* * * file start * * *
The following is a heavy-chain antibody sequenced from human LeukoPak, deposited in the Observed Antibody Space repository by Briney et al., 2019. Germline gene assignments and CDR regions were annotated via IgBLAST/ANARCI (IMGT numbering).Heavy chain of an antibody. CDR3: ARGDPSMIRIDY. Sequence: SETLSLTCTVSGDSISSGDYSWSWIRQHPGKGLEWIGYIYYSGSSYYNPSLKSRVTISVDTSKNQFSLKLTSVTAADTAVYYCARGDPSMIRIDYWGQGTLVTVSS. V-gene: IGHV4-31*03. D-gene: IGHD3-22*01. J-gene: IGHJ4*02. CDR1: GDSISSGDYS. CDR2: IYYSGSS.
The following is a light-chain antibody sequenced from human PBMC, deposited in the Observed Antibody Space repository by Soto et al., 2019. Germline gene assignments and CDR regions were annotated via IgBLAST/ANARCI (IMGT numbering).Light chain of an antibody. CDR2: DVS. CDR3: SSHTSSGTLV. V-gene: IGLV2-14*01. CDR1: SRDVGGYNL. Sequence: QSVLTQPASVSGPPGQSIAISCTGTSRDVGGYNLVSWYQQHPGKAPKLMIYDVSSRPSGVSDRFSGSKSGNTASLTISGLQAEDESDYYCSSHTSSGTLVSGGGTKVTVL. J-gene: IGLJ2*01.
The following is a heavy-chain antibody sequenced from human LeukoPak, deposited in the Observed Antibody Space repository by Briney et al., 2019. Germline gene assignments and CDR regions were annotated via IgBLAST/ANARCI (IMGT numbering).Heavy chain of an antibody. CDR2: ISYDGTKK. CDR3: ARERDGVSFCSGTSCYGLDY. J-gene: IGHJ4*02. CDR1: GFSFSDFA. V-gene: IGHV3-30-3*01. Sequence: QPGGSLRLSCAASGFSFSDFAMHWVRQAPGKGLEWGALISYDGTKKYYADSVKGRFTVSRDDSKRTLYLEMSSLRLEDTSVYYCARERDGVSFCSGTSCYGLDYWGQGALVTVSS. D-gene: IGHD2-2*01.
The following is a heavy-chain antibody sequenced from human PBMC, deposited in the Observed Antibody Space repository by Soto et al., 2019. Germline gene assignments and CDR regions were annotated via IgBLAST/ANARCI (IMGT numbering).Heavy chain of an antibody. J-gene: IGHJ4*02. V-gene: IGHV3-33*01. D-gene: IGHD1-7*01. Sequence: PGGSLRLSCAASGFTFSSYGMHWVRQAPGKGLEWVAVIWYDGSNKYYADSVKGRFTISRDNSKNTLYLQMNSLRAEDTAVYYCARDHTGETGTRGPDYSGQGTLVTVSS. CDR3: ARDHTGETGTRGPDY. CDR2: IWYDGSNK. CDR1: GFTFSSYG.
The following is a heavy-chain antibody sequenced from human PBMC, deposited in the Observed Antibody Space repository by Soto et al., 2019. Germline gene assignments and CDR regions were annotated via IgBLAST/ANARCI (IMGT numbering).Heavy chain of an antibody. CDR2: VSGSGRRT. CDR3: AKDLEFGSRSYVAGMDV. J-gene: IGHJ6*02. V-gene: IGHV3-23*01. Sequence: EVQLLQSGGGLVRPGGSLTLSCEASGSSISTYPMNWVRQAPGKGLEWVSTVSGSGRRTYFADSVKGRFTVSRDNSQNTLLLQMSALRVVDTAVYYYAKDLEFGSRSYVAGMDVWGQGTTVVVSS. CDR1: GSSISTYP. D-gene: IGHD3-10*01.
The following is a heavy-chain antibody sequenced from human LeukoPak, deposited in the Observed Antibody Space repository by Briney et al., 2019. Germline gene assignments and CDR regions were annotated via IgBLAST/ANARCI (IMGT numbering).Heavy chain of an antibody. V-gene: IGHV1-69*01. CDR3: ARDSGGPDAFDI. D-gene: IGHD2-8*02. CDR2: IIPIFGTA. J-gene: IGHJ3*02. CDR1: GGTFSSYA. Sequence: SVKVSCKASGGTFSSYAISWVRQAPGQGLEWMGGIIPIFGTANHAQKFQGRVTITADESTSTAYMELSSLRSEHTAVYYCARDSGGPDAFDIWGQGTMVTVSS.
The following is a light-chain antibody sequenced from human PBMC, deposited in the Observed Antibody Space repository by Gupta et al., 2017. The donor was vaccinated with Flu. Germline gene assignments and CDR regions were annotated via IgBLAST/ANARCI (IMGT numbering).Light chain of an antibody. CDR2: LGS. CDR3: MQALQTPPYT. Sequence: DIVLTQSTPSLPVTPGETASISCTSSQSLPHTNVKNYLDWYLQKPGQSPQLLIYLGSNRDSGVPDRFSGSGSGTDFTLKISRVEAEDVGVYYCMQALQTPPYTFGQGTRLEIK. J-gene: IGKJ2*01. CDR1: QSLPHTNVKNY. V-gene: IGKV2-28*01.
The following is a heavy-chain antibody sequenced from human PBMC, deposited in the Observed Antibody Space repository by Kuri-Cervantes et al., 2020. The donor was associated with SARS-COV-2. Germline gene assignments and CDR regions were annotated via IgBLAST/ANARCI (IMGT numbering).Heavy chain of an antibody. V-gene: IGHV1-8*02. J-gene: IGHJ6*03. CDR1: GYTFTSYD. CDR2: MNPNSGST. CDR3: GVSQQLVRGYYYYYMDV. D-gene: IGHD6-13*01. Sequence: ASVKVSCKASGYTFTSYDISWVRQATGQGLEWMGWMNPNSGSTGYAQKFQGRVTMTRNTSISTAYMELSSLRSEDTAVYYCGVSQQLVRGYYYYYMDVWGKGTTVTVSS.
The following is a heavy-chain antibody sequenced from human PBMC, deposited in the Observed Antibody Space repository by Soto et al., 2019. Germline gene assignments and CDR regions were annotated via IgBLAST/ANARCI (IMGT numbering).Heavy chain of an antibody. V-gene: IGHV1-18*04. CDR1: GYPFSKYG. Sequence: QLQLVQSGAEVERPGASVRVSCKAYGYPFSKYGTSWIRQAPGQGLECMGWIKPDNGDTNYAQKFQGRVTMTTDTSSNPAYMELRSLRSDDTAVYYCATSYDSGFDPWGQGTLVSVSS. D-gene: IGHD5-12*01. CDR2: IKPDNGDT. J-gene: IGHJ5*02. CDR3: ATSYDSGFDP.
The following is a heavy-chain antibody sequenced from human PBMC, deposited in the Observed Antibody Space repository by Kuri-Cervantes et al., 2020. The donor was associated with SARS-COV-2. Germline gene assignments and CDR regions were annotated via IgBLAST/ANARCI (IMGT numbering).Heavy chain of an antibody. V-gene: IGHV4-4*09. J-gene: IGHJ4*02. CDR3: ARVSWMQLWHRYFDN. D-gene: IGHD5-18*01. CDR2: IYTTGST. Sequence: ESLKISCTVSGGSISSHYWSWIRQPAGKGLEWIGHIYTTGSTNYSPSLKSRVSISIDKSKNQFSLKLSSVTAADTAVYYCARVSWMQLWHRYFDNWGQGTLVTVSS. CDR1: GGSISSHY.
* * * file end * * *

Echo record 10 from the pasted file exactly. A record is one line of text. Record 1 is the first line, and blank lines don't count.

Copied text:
The following is a heavy-chain antibody sequenced from human PBMC, deposited in the Observed Antibody Space repository by Kuri-Cervantes et al., 2020. The donor was associated with SARS-COV-2. Germline gene assignments and CDR regions were annotated via IgBLAST/ANARCI (IMGT numbering).Heavy chain of an antibody. V-gene: IGHV4-4*09. J-gene: IGHJ4*02. CDR3: ARVSWMQLWHRYFDN. D-gene: IGHD5-18*01. CDR2: IYTTGST. Sequence: ESLKISCTVSGGSISSHYWSWIRQPAGKGLEWIGHIYTTGSTNYSPSLKSRVSISIDKSKNQFSLKLSSVTAADTAVYYCARVSWMQLWHRYFDNWGQGTLVTVSS. CDR1: GGSISSHY.